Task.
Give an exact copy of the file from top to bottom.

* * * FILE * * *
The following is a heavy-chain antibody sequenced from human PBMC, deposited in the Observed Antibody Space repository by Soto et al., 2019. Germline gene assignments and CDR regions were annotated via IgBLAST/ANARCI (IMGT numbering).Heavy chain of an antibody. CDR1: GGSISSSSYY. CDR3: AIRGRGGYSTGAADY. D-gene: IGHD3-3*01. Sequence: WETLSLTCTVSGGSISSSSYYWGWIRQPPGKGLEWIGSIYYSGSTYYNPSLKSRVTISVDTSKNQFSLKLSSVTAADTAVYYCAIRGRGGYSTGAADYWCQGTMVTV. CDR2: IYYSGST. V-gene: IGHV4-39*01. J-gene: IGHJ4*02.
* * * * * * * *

The following is a heavy-chain antibody sequenced from human PBMC, deposited in the Observed Antibody Space repository by Soto et al., 2019. Germline gene assignments and CDR regions were annotated via IgBLAST/ANARCI (IMGT numbering).Heavy chain of an antibody. CDR1: GGSISSSSYY. CDR3: AIRGRGGYSTGAADY. D-gene: IGHD3-3*01. Sequence: WETLSLTCTVSGGSISSSSYYWGWIRQPPGKGLEWIGSIYYSGSTYYNPSLKSRVTISVDTSKNQFSLKLSSVTAADTAVYYCAIRGRGGYSTGAADYWCQGTMVTV. CDR2: IYYSGST. V-gene: IGHV4-39*01. J-gene: IGHJ4*02.